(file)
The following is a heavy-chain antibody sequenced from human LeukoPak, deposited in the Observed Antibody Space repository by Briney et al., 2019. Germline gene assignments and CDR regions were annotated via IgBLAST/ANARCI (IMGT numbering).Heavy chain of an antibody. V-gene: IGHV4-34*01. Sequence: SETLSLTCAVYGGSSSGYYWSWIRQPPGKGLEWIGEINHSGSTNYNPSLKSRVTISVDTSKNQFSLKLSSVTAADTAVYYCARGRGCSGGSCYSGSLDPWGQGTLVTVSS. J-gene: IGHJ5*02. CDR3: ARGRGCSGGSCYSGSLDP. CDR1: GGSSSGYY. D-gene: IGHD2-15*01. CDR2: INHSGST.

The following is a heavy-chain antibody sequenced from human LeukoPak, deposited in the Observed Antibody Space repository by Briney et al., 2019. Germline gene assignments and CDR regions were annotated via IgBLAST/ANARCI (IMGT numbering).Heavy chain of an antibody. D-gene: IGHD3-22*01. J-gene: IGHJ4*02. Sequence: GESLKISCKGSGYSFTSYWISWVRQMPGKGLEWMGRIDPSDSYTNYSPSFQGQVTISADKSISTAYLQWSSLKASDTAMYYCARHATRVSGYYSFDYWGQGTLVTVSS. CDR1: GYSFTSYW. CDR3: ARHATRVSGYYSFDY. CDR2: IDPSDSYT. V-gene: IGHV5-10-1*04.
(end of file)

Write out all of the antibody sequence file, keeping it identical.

The following is a heavy-chain antibody sequenced from human LeukoPak, deposited in the Observed Antibody Space repository by Briney et al., 2019. Germline gene assignments and CDR regions were annotated via IgBLAST/ANARCI (IMGT numbering).Heavy chain of an antibody. V-gene: IGHV4-34*01. Sequence: SETLSLTCAVYGGSSSGYYWSWIRQPPGKGLEWIGEINHSGSTNYNPSLKSRVTISVDTSKNQFSLKLSSVTAADTAVYYCARGRGCSGGSCYSGSLDPWGQGTLVTVSS. J-gene: IGHJ5*02. CDR3: ARGRGCSGGSCYSGSLDP. CDR1: GGSSSGYY. D-gene: IGHD2-15*01. CDR2: INHSGST.

The following is a heavy-chain antibody sequenced from human LeukoPak, deposited in the Observed Antibody Space repository by Briney et al., 2019. Germline gene assignments and CDR regions were annotated via IgBLAST/ANARCI (IMGT numbering).Heavy chain of an antibody. D-gene: IGHD3-22*01. J-gene: IGHJ4*02. Sequence: GESLKISCKGSGYSFTSYWISWVRQMPGKGLEWMGRIDPSDSYTNYSPSFQGQVTISADKSISTAYLQWSSLKASDTAMYYCARHATRVSGYYSFDYWGQGTLVTVSS. CDR1: GYSFTSYW. CDR3: ARHATRVSGYYSFDY. CDR2: IDPSDSYT. V-gene: IGHV5-10-1*04.